Todd Hewitt has never known quiet. Growing up on an alien planet where thoughts are broadcast and animals speak, 12-year-old Todd is the last boy in a town of men. He quickly goes from outcast to target after finding two surprises in Prentisstown's swamp: a wrecked colony spaceship and Viola, the first girl he has ever seen. In fleeing Prentisstown, Todd and Viola discover its ugly history and terrifying plans. Uneven pacing and an unbelievable premise hobble this work, Ness's first attempt at YA fiction. Events pile up and then freeze while Todd addresses an emotional crisis. Viola's page presence is so weak as to be forgettable, though Manchee, Todd's loyal dog, will grow on readers as the narrative progresses. Ness's attempt to develop Todd's character by including colloquialisms in nearly every aspect of the narrative only succeeds in driving readers out of the tale. Attempting to address adolescent angst, information overload and war, Ness ends up delivering merely noise. (Science fiction. YA)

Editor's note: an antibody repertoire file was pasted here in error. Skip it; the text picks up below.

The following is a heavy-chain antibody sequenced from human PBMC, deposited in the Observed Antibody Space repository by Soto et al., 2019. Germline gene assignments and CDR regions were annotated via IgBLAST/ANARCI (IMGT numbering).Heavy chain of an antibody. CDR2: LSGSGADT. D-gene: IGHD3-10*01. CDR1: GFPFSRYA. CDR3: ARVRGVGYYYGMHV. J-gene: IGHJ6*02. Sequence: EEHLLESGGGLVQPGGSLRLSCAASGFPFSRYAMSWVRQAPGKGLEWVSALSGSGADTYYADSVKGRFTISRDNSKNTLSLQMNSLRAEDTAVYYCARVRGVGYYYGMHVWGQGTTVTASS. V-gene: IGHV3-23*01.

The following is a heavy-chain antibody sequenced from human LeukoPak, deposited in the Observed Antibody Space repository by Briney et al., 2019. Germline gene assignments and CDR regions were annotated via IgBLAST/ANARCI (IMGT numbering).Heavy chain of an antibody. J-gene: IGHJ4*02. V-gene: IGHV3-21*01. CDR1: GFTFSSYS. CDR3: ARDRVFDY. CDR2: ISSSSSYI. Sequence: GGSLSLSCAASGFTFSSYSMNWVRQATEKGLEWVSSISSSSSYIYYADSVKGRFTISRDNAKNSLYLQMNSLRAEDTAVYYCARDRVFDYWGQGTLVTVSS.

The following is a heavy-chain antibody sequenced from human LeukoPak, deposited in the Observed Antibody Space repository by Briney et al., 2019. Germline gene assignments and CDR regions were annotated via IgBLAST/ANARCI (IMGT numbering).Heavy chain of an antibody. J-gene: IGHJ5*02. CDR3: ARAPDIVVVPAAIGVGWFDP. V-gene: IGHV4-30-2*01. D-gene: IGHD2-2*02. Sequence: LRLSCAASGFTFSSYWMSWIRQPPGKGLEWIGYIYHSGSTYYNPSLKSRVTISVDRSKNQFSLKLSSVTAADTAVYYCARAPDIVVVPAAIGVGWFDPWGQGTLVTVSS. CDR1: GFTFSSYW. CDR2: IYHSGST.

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Product Details

Candlewick Press
Publication date:
Chaos Walking Series, #1
Edition description:
Product dimensions:
5.20(w) x 8.40(h) x 1.30(d)
860L (what's this?)
Age Range:
14 - 17 Years

Read an Excerpt

THE FIRST THING you find out when yer dog learns to talk is that dogs don’t got nothing much to say. About anything.

"Need a poo, Todd."

"Shut up, Manchee."

"Poo. Poo, Todd."

"I said shut it."